Norma left Nicaragua to work and build her house. She was killed along one of the unmarked crossing points, where increasingly dangerous criminal networks lurk.
By Cindy Regidor (Confidencial)
HAVANA TIMES – When Marbelly Saravia said goodbye to her sister and left her by an orange grove, she got an “ugly feeling”. It was 5:40 am on a rainy Tuesday, March 30th. The spot was deserted. This was a “blind point” – an unpatrolled area of the border between Nicaragua and Costa Rica. This one lay within the zone of Las Tablillas, between San Carlos in the Nicaraguan department of Rio San Juan, and the Costa Rican town of Los Chiles in Alajuela province.
That was the last time Marvelly saw her sister alive. Norma had left her home in Boaco, and travelled to the municipality of San Carlos, in Nicaragua’s far south. The day of her final trip, the two sisters took a taxi before dawn to the orange grove, carrying Norma’s heavy suitcases. The night before, Marbelly had joked with her sister: “You won’t be able to get far with these.” Her sister Norma was 59 years old.
At the grove, the sisters waited by a barbed wire fence for the “coyote” to appear.
“I can take her across,” she recalls a man named Robert telling her.
“How much for taking her?” Marbelly asked him.
“Ten thousand colones [US $16]. But don’t pay me, pay the coyote over there, once you’re in the vehicle, “Roberto” answered.
They waited for more people to arrive. A young girl appeared, then a woman with two children, and a boy. At that moment, Marvelly said goodbye. “We hugged each other, and I got a bad feeling, but that’s all. I told her: ‘Call me as soon as you get there.’”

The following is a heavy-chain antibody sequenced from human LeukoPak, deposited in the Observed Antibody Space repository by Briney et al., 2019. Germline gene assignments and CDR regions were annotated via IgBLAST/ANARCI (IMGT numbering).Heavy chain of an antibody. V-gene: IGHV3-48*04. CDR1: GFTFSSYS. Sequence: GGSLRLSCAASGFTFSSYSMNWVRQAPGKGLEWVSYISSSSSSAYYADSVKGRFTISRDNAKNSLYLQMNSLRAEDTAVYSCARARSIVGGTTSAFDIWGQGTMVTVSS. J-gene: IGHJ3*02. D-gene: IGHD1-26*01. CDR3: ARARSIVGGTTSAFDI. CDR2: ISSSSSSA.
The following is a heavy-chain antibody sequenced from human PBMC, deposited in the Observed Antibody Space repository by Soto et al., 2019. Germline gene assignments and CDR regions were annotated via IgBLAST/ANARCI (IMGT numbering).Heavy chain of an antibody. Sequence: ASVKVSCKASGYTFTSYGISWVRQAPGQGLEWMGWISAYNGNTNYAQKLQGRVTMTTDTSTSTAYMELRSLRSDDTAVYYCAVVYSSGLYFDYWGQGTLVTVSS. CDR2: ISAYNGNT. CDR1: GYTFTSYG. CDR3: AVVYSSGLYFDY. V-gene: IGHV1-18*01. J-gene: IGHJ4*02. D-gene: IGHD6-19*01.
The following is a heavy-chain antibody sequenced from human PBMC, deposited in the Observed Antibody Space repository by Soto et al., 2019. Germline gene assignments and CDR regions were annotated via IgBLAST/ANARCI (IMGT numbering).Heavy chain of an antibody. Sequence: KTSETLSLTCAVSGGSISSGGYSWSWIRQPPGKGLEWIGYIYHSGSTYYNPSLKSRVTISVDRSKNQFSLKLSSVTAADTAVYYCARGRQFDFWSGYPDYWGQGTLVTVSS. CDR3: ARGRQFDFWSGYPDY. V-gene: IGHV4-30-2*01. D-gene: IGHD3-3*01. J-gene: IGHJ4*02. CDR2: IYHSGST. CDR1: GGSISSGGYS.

Marvelly walked away, turning back once for a last look, with tears in her eyes. She saw that Norma had taken off her glasses and was also crying.
Norma had been planning the trip since February. It would be the second time she went to live in Costa Rica. The last time, she’d stayed there nine years, working as a maid, until she returned to Nicaragua for an operation she needed.
“[Norma] told me: ‘Here, I get sick a lot, I get very depressed, I’m fat. There, I get exercise.’” She was referring to the physical activity her job implied. She’d be returning to Alajuela as a home assistant, working for the daughter of her former boss. She’d earn US $400 dollars a month, of which she could save $300. Since her work included room and board, she didn’t have many expenses.
In Nicaragua, Norma hadn’t been working. Her five children also came and went between Nicaragua and Costa Rica. They helped her economically when they could. But she didn’t like that, she preferred to have her own money.
Norma dreamt of building her house
Her daughter had already gotten her some materials, and she planned to buy the rest with what she could save in Costa Rica. Her plans made, she left without telling her children, since she thought they wouldn’t let her go.
Norma was last seen at 8:30 in the morning of March 30th.
Days of anguish
“I began callling her around 8:40,” Marbelly recalls. She left messages: “Sister, how’s everything going?” “Where are you?” “Sister, if you’re in danger, ask for help.” But there was no reply.
That’s when Norma’s relatives began to search for her. On April 1st, Marbelly, together with Norma’s daughters, asked for help from the Costa Rican immigration officials and the Nicaraguan Army. Local media broadcast news of her disappearance.
Some of the people they consulted in the border zone reacted strangely. Several told her that there was “a tiger” and they should be careful, because a lot of people had gone missing there. Others claimed to know “Roberto”, the coyote, but they hadn’t seen him.
On April 11th, Marvelly got a call. She was sent pictures of pants and a blouse belonging to Norma. These had been found scattered along the route they’d already gone over several times in search of her.
That day, the Nicaraguan Police arrived and began a formal search. The next day a team of dogs arrived. They found more of Norma’s belongings: her wallet, some farmer’s cheese and pinolillo [toasted corn and cacao used for drinks]. “Then, about a kilometer away, her sandals,” Marbelly recalls.